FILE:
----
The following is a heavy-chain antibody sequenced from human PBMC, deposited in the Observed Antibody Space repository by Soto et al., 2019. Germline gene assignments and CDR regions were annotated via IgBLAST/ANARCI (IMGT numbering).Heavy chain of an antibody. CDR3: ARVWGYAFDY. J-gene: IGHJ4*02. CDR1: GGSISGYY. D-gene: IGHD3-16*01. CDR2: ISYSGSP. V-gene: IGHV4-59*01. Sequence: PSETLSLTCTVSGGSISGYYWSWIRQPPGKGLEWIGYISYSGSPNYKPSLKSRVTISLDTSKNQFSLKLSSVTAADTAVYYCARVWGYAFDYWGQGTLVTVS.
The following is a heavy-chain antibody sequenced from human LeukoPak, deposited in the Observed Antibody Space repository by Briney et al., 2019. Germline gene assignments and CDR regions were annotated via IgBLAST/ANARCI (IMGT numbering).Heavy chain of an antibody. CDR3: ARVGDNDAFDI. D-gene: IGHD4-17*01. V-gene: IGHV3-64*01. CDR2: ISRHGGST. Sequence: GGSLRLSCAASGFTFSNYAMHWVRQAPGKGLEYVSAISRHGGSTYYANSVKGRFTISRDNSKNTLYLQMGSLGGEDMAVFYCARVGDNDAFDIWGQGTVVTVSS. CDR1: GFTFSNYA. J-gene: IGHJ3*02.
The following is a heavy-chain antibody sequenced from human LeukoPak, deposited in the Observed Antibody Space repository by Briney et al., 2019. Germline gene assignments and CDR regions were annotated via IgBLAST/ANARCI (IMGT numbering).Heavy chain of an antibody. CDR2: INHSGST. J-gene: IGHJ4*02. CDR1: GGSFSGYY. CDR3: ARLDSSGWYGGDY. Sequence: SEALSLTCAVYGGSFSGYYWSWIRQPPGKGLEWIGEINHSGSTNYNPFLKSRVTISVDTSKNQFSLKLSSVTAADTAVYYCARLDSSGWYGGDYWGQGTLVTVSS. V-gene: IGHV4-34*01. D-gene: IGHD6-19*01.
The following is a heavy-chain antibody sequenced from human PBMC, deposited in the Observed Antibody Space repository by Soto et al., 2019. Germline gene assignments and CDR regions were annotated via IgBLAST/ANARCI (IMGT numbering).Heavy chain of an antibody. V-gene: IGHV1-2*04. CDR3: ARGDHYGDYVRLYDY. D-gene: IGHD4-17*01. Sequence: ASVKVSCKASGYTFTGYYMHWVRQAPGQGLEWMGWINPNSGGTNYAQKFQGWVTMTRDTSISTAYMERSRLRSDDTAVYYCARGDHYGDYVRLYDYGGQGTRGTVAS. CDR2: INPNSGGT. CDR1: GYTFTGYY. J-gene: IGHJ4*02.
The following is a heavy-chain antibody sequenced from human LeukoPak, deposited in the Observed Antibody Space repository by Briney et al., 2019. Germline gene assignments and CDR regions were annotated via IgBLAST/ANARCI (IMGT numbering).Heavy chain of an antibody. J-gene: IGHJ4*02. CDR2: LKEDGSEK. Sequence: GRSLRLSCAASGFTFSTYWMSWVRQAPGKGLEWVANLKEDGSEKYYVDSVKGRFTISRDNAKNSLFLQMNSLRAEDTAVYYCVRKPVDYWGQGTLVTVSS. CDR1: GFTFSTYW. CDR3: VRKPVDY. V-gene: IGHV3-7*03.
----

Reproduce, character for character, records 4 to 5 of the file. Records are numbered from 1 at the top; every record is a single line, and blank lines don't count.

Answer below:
The following is a heavy-chain antibody sequenced from human PBMC, deposited in the Observed Antibody Space repository by Soto et al., 2019. Germline gene assignments and CDR regions were annotated via IgBLAST/ANARCI (IMGT numbering).Heavy chain of an antibody. V-gene: IGHV1-2*04. CDR3: ARGDHYGDYVRLYDY. D-gene: IGHD4-17*01. Sequence: ASVKVSCKASGYTFTGYYMHWVRQAPGQGLEWMGWINPNSGGTNYAQKFQGWVTMTRDTSISTAYMERSRLRSDDTAVYYCARGDHYGDYVRLYDYGGQGTRGTVAS. CDR2: INPNSGGT. CDR1: GYTFTGYY. J-gene: IGHJ4*02.
The following is a heavy-chain antibody sequenced from human LeukoPak, deposited in the Observed Antibody Space repository by Briney et al., 2019. Germline gene assignments and CDR regions were annotated via IgBLAST/ANARCI (IMGT numbering).Heavy chain of an antibody. J-gene: IGHJ4*02. CDR2: LKEDGSEK. Sequence: GRSLRLSCAASGFTFSTYWMSWVRQAPGKGLEWVANLKEDGSEKYYVDSVKGRFTISRDNAKNSLFLQMNSLRAEDTAVYYCVRKPVDYWGQGTLVTVSS. CDR1: GFTFSTYW. CDR3: VRKPVDY. V-gene: IGHV3-7*03.